All that habit of private prayer seemed to dramatically disappear after the Council, though I suspect television and other modern developments had much to do with it. Change always demands some price or other and the liturgical changes after Vatican II seem to have edged out private prayer. There are some signs now that it is making a comeback, as it is inevitably should. Inside every one of us there is a need for prayer, trying to break out. We feel that need to get away from it all, to be by ourselves for a while and try to make sense of our lives. What else is that but an urge to pray.
Today’s gospel gives a remarkable insight into the nature of prayer. Jesus took with him Peter and John and James and went up the mountain to pray. We too have to find the high ground, remote enough to give us an overall view of our petty world with all its preoccupations. A mountain can give us that perspective, as indeed can a lake or a desert, places where Jesus also liked to pray.
Lent is a time for us to try and create a hermitage somewhere in our lives where we can go and pray regularly. Only by prayer can we be transfigured and then try to transfigure our world. By reflecting deep inside ourselves we will transfigure our many and often complicated relationships. Prayer can transfigure our marriages, our homes, our work and our communities.
The famous American writer, Thurber, at the end of one of his fables, penned this couplet: All men should learn before they die,/Where they are going, from where and why. Only in prayer will we find the answer to these questions.
Our Gospel today comes after Jesus had said that “The Son of man must suffer many things, and be rejected by the elders and chief priests and scribes, and be killed, and on the third day be raised” (Lk 9:22). This was no good news to the disciples who expected Jesus, as the Messiah, to drive out the Roman army of occupation and restore the kingdom to Israel (Acts 1:6). Many of them would have begun to have second thoughts: Is Jesus really the expected Messiah? So a few days after, Jesus invites the three leaders of his group, Peter, James and John, to go with him up a mountain, to show them another angle on reality.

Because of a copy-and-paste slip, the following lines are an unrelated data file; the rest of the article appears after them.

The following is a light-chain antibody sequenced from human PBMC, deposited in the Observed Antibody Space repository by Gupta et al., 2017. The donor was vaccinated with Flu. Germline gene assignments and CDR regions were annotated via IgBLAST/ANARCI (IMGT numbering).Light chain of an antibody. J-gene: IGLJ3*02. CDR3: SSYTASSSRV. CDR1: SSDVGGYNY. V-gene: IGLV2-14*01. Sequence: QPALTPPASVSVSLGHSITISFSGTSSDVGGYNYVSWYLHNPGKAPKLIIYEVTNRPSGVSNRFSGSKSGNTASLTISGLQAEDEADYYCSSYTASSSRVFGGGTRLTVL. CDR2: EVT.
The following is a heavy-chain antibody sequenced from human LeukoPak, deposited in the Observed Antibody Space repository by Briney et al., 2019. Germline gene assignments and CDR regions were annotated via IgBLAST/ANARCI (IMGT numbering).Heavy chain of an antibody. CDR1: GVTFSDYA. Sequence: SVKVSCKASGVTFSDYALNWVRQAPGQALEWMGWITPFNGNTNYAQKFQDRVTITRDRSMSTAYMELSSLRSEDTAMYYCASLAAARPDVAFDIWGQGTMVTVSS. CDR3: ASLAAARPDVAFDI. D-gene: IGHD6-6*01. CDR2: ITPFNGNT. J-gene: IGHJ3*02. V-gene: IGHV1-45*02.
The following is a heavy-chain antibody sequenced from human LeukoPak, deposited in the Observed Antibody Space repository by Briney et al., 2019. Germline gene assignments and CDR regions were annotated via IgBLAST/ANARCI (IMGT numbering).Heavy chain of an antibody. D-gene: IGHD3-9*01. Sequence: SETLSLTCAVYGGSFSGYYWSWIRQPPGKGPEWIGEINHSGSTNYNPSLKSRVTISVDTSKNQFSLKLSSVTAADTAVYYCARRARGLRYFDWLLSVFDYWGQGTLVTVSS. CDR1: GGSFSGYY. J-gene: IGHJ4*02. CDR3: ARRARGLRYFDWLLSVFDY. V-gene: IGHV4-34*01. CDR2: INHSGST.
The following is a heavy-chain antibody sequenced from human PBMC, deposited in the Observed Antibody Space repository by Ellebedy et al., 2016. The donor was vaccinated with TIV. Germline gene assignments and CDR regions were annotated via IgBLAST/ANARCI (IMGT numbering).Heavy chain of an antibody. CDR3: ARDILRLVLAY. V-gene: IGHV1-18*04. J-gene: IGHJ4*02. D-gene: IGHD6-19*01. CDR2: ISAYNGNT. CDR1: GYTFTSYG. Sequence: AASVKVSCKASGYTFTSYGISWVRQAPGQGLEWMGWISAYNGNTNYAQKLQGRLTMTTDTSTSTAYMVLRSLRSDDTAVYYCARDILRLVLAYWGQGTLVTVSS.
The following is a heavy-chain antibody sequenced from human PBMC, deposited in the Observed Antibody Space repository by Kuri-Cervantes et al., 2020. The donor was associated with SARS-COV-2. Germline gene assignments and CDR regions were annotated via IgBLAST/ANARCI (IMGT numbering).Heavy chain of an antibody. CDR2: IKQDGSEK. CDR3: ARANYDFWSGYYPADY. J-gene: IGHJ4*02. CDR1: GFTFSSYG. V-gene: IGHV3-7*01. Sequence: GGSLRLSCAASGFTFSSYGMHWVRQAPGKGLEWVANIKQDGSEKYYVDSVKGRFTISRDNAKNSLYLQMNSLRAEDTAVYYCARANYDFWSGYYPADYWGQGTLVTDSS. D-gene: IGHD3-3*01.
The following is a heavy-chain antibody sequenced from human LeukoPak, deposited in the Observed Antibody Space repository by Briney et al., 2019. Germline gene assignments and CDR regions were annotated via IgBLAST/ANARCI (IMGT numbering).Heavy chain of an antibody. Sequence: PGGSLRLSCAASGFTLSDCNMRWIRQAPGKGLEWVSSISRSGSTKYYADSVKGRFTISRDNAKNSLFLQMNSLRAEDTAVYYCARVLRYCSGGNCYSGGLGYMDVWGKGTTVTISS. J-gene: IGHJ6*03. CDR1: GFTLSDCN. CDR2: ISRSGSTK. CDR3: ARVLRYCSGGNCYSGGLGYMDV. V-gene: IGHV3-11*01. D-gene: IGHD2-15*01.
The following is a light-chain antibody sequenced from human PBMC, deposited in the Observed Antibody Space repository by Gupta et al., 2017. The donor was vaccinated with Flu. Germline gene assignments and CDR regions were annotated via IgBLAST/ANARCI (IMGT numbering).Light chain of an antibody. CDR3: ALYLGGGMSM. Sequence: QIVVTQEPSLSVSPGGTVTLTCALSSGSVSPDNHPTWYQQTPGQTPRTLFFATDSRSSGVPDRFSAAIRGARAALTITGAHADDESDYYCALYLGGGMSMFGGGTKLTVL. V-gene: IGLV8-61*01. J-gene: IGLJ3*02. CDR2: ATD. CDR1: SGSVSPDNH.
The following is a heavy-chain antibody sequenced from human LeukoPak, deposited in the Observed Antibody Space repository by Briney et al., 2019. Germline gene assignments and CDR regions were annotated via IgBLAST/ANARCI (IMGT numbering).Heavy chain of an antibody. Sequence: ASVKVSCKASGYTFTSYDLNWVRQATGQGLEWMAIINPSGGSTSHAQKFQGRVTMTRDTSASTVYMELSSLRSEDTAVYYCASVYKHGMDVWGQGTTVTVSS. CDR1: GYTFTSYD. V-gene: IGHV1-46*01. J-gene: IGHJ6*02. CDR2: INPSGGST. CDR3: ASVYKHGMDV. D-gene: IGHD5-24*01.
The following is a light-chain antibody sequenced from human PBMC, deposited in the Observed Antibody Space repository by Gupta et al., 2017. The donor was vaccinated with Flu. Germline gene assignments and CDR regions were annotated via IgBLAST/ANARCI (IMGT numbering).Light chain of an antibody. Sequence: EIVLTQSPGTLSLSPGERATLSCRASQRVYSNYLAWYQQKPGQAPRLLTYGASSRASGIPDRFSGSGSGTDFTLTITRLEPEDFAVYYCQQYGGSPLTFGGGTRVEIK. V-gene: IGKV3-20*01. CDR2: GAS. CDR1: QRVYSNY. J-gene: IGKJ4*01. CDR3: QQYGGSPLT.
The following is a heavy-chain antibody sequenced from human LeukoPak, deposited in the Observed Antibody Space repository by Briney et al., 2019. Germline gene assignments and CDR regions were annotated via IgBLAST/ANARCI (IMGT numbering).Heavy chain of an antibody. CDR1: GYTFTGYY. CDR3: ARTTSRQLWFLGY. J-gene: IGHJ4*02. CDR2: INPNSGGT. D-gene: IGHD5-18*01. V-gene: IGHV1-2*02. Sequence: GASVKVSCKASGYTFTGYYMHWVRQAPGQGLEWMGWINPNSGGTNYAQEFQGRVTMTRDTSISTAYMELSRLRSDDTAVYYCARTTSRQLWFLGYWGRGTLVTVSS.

The mountain is a place of encounter with God. Moses encountered God on the mountain, and so did Elijah, and it was a favourite place of prayer for Jesus too. It was where the eyes of the apostles, their spiritual eyes, were opened and they caught a glimpse of the aspect of Jesus that their physical eyes could never see. Then they saw that the heavenly court was on the side of Jesus, and they heard the voice of the invisible God, “This is my Son, my Chosen, listen to him” (Lk 9:35). This was all the confirmation they needed. Jesus was indeed the expected one, for heaven itself bore witness. Now they would listen to him and follow him all the way to his suffering and death in Jerusalem. No matter what happens they are now sure of one thing: God is with Jesus; final victory will therefore be his.
How often we experience the absurdities of life such that our minds are filled with doubt and we question: Where is God? Think of people who have experienced abuse, deep-rooted individualism and insensitivity from church officials, and they ask, “How can God be in this place?” and many of them give up the faith. Others are traumatized by their experience of social injustice and discrimination. They apply for a job but see people less qualified than they get the job because of having the right connections or the right accent. They see forceful people advancing in society through unfair means and they ask: Where is God when this is going on? Or you may know someone undergoing personal and family crisis like terminal illness, breakdown of relationship between husband and wife, between parent and child, between friends.
At times like these we need to climb the mountain of prayer and ask God to open our eyes that we may see. When God grants us a glimpse of eternity then we realize that all our troubles in this life are short-lived. Then we have the courage to accept the suffering of this life, knowing that through it all God is on our side. All it takes is a glimpse of heaven to empower us to take up our daily crosses and follow Jesus, knowing that the cross of Lent is followed by the victory of Easter.